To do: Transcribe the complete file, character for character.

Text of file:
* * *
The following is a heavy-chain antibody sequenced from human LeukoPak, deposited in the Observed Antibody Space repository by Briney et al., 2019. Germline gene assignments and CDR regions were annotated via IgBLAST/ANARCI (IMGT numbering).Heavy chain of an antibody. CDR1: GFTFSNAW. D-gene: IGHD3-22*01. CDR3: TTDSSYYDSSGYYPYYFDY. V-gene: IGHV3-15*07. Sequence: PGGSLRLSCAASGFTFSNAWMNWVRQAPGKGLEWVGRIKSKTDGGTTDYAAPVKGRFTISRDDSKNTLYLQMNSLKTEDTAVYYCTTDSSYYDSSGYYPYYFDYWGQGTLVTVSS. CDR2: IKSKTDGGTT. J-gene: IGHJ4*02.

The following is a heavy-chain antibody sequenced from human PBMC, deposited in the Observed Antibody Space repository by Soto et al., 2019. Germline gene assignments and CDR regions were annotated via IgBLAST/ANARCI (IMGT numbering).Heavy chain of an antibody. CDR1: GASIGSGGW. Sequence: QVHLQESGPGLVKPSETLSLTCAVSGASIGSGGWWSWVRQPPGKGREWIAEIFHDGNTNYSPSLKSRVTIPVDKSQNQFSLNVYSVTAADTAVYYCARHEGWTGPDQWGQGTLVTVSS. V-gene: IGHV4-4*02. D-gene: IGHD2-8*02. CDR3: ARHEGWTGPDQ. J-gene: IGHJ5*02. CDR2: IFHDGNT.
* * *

The following is a heavy-chain antibody sequenced from human LeukoPak, deposited in the Observed Antibody Space repository by Briney et al., 2019. Germline gene assignments and CDR regions were annotated via IgBLAST/ANARCI (IMGT numbering).Heavy chain of an antibody. CDR1: GFTFSNAW. D-gene: IGHD3-22*01. CDR3: TTDSSYYDSSGYYPYYFDY. V-gene: IGHV3-15*07. Sequence: PGGSLRLSCAASGFTFSNAWMNWVRQAPGKGLEWVGRIKSKTDGGTTDYAAPVKGRFTISRDDSKNTLYLQMNSLKTEDTAVYYCTTDSSYYDSSGYYPYYFDYWGQGTLVTVSS. CDR2: IKSKTDGGTT. J-gene: IGHJ4*02.

The following is a heavy-chain antibody sequenced from human PBMC, deposited in the Observed Antibody Space repository by Soto et al., 2019. Germline gene assignments and CDR regions were annotated via IgBLAST/ANARCI (IMGT numbering).Heavy chain of an antibody. CDR1: GASIGSGGW. Sequence: QVHLQESGPGLVKPSETLSLTCAVSGASIGSGGWWSWVRQPPGKGREWIAEIFHDGNTNYSPSLKSRVTIPVDKSQNQFSLNVYSVTAADTAVYYCARHEGWTGPDQWGQGTLVTVSS. V-gene: IGHV4-4*02. D-gene: IGHD2-8*02. CDR3: ARHEGWTGPDQ. J-gene: IGHJ5*02. CDR2: IFHDGNT.